By Karin Strohecker
LONDON (Reuters) - The European Bank for Reconstruction and Development (EBRD) forecast a deeper economic contraction and softer recovery in 2021 for its region on Thursday, saying the fallout from the coronavirus had been longer lasting than expected.
The EBRD now expects the 38 economies it invests in, ranging from Estonia to Egypt and Morocco to Mongolia, will on average contract 3.9% this year compared to a previous forecast of -3.5%. The EBRD also predicted its region to grow 3.6% in 2021.
Weaker demand for exports, a collapse in tourism, a drop in remittances, and low commodity prices compounded the hit from the economic fallout of the coronavirus pandemic, the bank said.
"It's becoming apparent that the second wave of the virus is with us," said EBRD chief economist Beata Javorcik.
Economies highly dependent on external sources of income, such as Albania, Croatia, Cyprus, Greece and Montenegro, which lost most of their tourist season this year, are bound to face the most severe contractions.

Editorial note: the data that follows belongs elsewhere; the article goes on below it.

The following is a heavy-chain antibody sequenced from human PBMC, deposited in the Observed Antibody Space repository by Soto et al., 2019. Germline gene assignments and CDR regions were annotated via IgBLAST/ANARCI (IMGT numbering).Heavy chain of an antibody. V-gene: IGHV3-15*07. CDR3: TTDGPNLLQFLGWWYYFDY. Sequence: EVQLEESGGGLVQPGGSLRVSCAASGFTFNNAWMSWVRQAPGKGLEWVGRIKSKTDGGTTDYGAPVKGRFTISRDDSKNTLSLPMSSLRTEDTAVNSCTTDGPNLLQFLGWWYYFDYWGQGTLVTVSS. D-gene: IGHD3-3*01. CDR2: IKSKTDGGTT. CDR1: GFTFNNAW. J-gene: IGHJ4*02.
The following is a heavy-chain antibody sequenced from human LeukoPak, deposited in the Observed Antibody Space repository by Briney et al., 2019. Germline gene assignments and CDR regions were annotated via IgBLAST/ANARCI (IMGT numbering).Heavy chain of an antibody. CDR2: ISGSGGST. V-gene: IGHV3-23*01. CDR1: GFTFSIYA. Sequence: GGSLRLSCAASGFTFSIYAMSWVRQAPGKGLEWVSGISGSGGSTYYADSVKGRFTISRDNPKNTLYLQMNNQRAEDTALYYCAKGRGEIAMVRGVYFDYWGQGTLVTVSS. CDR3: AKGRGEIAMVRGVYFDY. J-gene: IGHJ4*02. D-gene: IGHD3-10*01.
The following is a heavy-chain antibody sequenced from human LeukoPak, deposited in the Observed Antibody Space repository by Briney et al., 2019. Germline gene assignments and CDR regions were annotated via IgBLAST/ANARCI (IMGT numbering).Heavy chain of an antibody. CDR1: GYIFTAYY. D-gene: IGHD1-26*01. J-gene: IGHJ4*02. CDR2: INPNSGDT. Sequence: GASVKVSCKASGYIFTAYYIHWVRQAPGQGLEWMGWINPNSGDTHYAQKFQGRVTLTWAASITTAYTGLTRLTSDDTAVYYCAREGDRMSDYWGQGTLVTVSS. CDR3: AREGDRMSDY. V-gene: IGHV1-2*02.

Countries relying on workers abroad sending money back home also took a sharp hit with remittances from Russia to Central Asia, eastern Europe and the Caucasus dropping 29% in the second quarter year-on-year.
Some sectors, such as tourism, may face lasting damage in the longer term, the EBRD said.
The brunt of the economic pain was borne by the less affluent and less well educated. In a separate study together with German research institute Ifo, the EBRD looked at the more detailed impact on the population in Belarus, Egypt, Greece, Hungary, Poland, Serbia, Turkey and Ukraine. It found that one-third of households in Egypt and a quarter of households in Turkey, Ukraine and Belarus had reduced food consumption.
Overall, 73% of respondents said they were personally affected.
"We are particularly concerned about lower income people in countries that are not set to benefit from European firepower," said Javorcik, referring to the unprecedented stimulus measures launched by countries in the 27-nation European Union to help shore up economies against the coronavirus fallout.
(GRAPHIC - EBRD: https://fingfx.thomsonreuters.com/gfx/mkt/oakpeeyqopr/EBRD%20growth%20forecast.PNG)
(Reporting by Karin Strohecker; Editing by Mark Heinrich)